• synonyms


noun, plural (especially collectively) gur·nard, (especially referring to two or more kinds or species) gur·nards.
  1. any marine fish of the family Triglidae, having an armored, spiny head and the front part of the pectoral fins modified for crawling on the sea bottom.
  2. flying gurnard.
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Origin of gurnard

1275–1325; Middle English < Old French gornard, probably literally, grunter ≪ Latin grunnīre to grunt
Dictionary.com Unabridged Based on the Random House Unabridged Dictionary, © Random House, Inc. 2018

Examples from the Web for gurnard

Historical Examples

  • A peculiar boat of the Orcades; also the Erse for a gurnard.

    The Sailor's Word-Book

    William Henry Smyth

  • They lie above the limestone at Gurnard, Thorness, and Hamstead.

  • Mackerel is what you hope for; gurnard you will put up with; pollack will not be caught in any numbers so far from the shore.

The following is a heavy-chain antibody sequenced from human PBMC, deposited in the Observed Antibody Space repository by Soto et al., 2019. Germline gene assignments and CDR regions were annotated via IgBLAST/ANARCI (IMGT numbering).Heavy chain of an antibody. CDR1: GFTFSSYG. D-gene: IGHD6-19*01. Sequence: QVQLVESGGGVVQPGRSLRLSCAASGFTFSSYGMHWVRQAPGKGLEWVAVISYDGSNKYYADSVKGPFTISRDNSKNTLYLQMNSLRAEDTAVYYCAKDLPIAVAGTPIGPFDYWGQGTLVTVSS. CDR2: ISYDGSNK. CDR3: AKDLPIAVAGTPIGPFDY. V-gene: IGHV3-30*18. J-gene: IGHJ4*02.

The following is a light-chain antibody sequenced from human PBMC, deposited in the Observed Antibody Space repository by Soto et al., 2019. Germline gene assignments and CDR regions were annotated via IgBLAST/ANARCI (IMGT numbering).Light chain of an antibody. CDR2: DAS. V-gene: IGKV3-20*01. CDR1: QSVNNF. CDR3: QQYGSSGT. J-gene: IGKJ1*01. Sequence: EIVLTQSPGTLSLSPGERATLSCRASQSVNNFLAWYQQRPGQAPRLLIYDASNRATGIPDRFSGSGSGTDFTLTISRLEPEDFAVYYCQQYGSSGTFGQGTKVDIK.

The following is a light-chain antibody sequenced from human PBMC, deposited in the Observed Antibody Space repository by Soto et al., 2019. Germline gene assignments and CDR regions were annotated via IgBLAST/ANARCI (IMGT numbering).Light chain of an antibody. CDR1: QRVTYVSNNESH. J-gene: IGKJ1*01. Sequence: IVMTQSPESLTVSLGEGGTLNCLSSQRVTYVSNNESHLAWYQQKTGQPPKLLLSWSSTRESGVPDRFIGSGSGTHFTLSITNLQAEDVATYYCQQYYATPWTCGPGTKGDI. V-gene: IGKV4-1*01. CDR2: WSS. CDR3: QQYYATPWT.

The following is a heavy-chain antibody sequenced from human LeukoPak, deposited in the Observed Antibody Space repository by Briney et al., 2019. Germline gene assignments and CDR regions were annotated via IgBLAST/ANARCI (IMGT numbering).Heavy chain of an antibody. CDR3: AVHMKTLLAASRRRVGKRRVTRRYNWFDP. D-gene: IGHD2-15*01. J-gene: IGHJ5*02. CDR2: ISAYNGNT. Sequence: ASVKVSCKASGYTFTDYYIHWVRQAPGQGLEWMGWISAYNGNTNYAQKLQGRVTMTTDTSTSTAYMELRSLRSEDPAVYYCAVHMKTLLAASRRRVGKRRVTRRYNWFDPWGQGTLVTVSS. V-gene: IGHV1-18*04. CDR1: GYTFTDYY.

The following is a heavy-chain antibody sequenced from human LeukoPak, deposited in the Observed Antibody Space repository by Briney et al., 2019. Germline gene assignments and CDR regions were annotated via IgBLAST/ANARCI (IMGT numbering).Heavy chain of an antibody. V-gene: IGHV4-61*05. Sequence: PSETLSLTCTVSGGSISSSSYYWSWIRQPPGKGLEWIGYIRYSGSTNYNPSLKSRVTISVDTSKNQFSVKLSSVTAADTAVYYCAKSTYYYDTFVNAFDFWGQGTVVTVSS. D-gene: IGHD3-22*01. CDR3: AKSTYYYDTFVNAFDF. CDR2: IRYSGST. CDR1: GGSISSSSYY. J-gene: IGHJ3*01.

• In December therefore and January we commonly abound in herring and red fish, as rochet and gurnard.

    Elizabethan England

    William Harrison

  • Vaterland; Fa′ther-lash′er, a name applied to two bull-heads found on the British coasts, belonging to the Gurnard family.

British Dictionary definitions for gurnard


gurnet (ˈɡɜːnɪt)

noun plural -nard, -nards, -net or -nets
  1. any European marine scorpaenoid fish of the family Triglidae, such as Trigla lucerna (tub or yellow gurnard), having a heavily armoured head and finger-like pectoral fins
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Word Origin

C14: from Old French gornard grunter, from grognier to grunt, from Latin grunnīre
Collins English Dictionary - Complete & Unabridged 2012 Digital Edition © William Collins Sons & Co. Ltd. 1979, 1986 © HarperCollins Publishers 1998, 2000, 2003, 2005, 2006, 2007, 2009, 2012

Word Origin and History for gurnard


small marine fish, early 14c., from Old French gournart (13c.), formed by metathesis of gronir, from Latin grunire "to grunt." The fish so called for the sound it makes when pulled from the water.

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Online Etymology Dictionary, © 2010 Douglas Harper